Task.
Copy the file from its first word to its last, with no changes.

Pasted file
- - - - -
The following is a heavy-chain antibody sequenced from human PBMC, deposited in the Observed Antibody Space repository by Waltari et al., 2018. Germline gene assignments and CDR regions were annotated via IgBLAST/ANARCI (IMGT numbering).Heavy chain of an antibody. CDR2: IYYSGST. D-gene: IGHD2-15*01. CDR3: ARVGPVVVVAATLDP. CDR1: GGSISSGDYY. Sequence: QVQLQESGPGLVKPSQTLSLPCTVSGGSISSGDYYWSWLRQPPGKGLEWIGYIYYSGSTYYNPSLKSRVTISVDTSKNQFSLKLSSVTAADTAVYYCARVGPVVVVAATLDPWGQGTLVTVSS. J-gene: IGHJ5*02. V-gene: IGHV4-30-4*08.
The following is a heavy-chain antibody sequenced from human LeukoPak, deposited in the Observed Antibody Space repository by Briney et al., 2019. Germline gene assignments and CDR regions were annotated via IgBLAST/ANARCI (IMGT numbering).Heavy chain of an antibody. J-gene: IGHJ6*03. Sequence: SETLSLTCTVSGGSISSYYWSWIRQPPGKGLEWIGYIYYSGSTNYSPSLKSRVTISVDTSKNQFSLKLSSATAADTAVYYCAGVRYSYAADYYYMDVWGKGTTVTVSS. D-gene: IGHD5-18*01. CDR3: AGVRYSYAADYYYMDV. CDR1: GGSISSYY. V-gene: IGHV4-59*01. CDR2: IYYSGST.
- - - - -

The following is a heavy-chain antibody sequenced from human PBMC, deposited in the Observed Antibody Space repository by Waltari et al., 2018. Germline gene assignments and CDR regions were annotated via IgBLAST/ANARCI (IMGT numbering).Heavy chain of an antibody. CDR2: IYYSGST. D-gene: IGHD2-15*01. CDR3: ARVGPVVVVAATLDP. CDR1: GGSISSGDYY. Sequence: QVQLQESGPGLVKPSQTLSLPCTVSGGSISSGDYYWSWLRQPPGKGLEWIGYIYYSGSTYYNPSLKSRVTISVDTSKNQFSLKLSSVTAADTAVYYCARVGPVVVVAATLDPWGQGTLVTVSS. J-gene: IGHJ5*02. V-gene: IGHV4-30-4*08.
The following is a heavy-chain antibody sequenced from human LeukoPak, deposited in the Observed Antibody Space repository by Briney et al., 2019. Germline gene assignments and CDR regions were annotated via IgBLAST/ANARCI (IMGT numbering).Heavy chain of an antibody. J-gene: IGHJ6*03. Sequence: SETLSLTCTVSGGSISSYYWSWIRQPPGKGLEWIGYIYYSGSTNYSPSLKSRVTISVDTSKNQFSLKLSSATAADTAVYYCAGVRYSYAADYYYMDVWGKGTTVTVSS. D-gene: IGHD5-18*01. CDR3: AGVRYSYAADYYYMDV. CDR1: GGSISSYY. V-gene: IGHV4-59*01. CDR2: IYYSGST.